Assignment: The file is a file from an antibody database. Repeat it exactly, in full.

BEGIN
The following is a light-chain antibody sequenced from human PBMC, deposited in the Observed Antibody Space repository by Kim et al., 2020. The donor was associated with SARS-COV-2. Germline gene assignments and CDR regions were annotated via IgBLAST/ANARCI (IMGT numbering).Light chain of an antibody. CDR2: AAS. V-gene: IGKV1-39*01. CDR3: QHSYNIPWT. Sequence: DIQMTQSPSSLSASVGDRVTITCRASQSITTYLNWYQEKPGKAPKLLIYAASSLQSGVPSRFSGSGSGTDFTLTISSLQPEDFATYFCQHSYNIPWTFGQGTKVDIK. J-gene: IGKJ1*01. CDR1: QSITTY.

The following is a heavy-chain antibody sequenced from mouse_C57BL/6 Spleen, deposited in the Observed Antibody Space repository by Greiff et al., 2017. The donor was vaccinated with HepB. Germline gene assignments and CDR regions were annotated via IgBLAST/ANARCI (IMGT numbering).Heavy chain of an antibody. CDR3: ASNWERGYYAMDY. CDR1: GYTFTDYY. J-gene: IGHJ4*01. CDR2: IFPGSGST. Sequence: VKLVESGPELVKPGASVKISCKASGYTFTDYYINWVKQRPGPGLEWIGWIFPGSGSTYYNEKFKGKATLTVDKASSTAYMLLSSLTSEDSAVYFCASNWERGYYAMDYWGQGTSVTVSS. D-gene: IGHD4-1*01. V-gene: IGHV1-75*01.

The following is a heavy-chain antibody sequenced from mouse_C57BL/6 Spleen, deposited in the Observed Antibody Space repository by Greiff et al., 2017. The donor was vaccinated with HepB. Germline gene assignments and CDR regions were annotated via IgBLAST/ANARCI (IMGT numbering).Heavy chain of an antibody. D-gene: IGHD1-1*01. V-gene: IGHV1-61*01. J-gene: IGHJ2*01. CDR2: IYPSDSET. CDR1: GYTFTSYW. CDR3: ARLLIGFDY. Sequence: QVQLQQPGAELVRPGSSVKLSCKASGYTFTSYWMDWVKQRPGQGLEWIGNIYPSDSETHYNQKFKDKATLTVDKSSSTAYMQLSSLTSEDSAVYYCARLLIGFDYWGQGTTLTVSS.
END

The following is a light-chain antibody sequenced from human PBMC, deposited in the Observed Antibody Space repository by Kim et al., 2020. The donor was associated with SARS-COV-2. Germline gene assignments and CDR regions were annotated via IgBLAST/ANARCI (IMGT numbering).Light chain of an antibody. CDR2: AAS. V-gene: IGKV1-39*01. CDR3: QHSYNIPWT. Sequence: DIQMTQSPSSLSASVGDRVTITCRASQSITTYLNWYQEKPGKAPKLLIYAASSLQSGVPSRFSGSGSGTDFTLTISSLQPEDFATYFCQHSYNIPWTFGQGTKVDIK. J-gene: IGKJ1*01. CDR1: QSITTY.

The following is a heavy-chain antibody sequenced from mouse_C57BL/6 Spleen, deposited in the Observed Antibody Space repository by Greiff et al., 2017. The donor was vaccinated with HepB. Germline gene assignments and CDR regions were annotated via IgBLAST/ANARCI (IMGT numbering).Heavy chain of an antibody. CDR3: ASNWERGYYAMDY. CDR1: GYTFTDYY. J-gene: IGHJ4*01. CDR2: IFPGSGST. Sequence: VKLVESGPELVKPGASVKISCKASGYTFTDYYINWVKQRPGPGLEWIGWIFPGSGSTYYNEKFKGKATLTVDKASSTAYMLLSSLTSEDSAVYFCASNWERGYYAMDYWGQGTSVTVSS. D-gene: IGHD4-1*01. V-gene: IGHV1-75*01.

The following is a heavy-chain antibody sequenced from mouse_C57BL/6 Spleen, deposited in the Observed Antibody Space repository by Greiff et al., 2017. The donor was vaccinated with HepB. Germline gene assignments and CDR regions were annotated via IgBLAST/ANARCI (IMGT numbering).Heavy chain of an antibody. D-gene: IGHD1-1*01. V-gene: IGHV1-61*01. J-gene: IGHJ2*01. CDR2: IYPSDSET. CDR1: GYTFTSYW. CDR3: ARLLIGFDY. Sequence: QVQLQQPGAELVRPGSSVKLSCKASGYTFTSYWMDWVKQRPGQGLEWIGNIYPSDSETHYNQKFKDKATLTVDKSSSTAYMQLSSLTSEDSAVYYCARLLIGFDYWGQGTTLTVSS.